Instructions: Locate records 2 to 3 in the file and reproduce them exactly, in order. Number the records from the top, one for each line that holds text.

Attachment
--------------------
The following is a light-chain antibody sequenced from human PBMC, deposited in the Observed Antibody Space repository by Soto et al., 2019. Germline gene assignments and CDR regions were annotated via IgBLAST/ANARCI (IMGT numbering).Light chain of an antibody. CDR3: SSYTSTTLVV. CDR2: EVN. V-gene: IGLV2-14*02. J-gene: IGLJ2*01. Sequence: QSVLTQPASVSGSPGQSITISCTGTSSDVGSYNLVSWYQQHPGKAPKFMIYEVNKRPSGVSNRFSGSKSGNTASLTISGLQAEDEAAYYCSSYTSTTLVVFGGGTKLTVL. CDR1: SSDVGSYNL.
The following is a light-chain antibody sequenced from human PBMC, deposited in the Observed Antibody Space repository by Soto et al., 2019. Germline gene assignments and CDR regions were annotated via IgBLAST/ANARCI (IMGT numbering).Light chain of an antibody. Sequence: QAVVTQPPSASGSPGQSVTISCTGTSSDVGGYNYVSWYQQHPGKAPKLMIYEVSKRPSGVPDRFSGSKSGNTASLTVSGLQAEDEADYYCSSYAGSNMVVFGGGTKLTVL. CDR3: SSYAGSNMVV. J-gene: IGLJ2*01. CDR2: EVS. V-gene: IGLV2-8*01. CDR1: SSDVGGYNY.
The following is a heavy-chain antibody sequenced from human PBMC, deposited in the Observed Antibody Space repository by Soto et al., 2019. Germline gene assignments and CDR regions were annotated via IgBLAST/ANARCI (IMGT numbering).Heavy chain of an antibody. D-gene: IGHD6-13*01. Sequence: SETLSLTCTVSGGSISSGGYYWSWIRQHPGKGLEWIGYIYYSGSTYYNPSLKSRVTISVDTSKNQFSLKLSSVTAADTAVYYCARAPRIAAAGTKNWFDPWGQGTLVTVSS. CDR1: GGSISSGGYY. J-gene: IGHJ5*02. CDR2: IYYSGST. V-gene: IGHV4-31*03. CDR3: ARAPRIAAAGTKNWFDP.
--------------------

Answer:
The following is a light-chain antibody sequenced from human PBMC, deposited in the Observed Antibody Space repository by Soto et al., 2019. Germline gene assignments and CDR regions were annotated via IgBLAST/ANARCI (IMGT numbering).Light chain of an antibody. Sequence: QAVVTQPPSASGSPGQSVTISCTGTSSDVGGYNYVSWYQQHPGKAPKLMIYEVSKRPSGVPDRFSGSKSGNTASLTVSGLQAEDEADYYCSSYAGSNMVVFGGGTKLTVL. CDR3: SSYAGSNMVV. J-gene: IGLJ2*01. CDR2: EVS. V-gene: IGLV2-8*01. CDR1: SSDVGGYNY.
The following is a heavy-chain antibody sequenced from human PBMC, deposited in the Observed Antibody Space repository by Soto et al., 2019. Germline gene assignments and CDR regions were annotated via IgBLAST/ANARCI (IMGT numbering).Heavy chain of an antibody. D-gene: IGHD6-13*01. Sequence: SETLSLTCTVSGGSISSGGYYWSWIRQHPGKGLEWIGYIYYSGSTYYNPSLKSRVTISVDTSKNQFSLKLSSVTAADTAVYYCARAPRIAAAGTKNWFDPWGQGTLVTVSS. CDR1: GGSISSGGYY. J-gene: IGHJ5*02. CDR2: IYYSGST. V-gene: IGHV4-31*03. CDR3: ARAPRIAAAGTKNWFDP.